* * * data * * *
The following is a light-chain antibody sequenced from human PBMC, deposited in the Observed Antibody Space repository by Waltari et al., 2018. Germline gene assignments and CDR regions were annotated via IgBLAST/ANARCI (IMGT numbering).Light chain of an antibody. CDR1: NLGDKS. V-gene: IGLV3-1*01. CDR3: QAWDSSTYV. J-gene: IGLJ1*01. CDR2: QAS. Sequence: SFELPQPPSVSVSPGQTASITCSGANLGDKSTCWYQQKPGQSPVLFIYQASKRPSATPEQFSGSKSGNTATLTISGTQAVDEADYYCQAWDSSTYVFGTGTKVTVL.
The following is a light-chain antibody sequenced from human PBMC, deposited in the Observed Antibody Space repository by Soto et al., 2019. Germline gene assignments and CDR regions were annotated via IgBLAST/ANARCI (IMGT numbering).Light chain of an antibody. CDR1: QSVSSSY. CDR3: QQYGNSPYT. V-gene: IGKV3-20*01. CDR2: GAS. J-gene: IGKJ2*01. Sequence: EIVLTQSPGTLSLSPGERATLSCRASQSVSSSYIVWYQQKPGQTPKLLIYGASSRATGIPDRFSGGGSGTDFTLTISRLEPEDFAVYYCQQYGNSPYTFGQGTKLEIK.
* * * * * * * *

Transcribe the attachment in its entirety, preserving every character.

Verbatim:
The following is a light-chain antibody sequenced from human PBMC, deposited in the Observed Antibody Space repository by Waltari et al., 2018. Germline gene assignments and CDR regions were annotated via IgBLAST/ANARCI (IMGT numbering).Light chain of an antibody. CDR1: NLGDKS. V-gene: IGLV3-1*01. CDR3: QAWDSSTYV. J-gene: IGLJ1*01. CDR2: QAS. Sequence: SFELPQPPSVSVSPGQTASITCSGANLGDKSTCWYQQKPGQSPVLFIYQASKRPSATPEQFSGSKSGNTATLTISGTQAVDEADYYCQAWDSSTYVFGTGTKVTVL.
The following is a light-chain antibody sequenced from human PBMC, deposited in the Observed Antibody Space repository by Soto et al., 2019. Germline gene assignments and CDR regions were annotated via IgBLAST/ANARCI (IMGT numbering).Light chain of an antibody. CDR1: QSVSSSY. CDR3: QQYGNSPYT. V-gene: IGKV3-20*01. CDR2: GAS. J-gene: IGKJ2*01. Sequence: EIVLTQSPGTLSLSPGERATLSCRASQSVSSSYIVWYQQKPGQTPKLLIYGASSRATGIPDRFSGGGSGTDFTLTISRLEPEDFAVYYCQQYGNSPYTFGQGTKLEIK.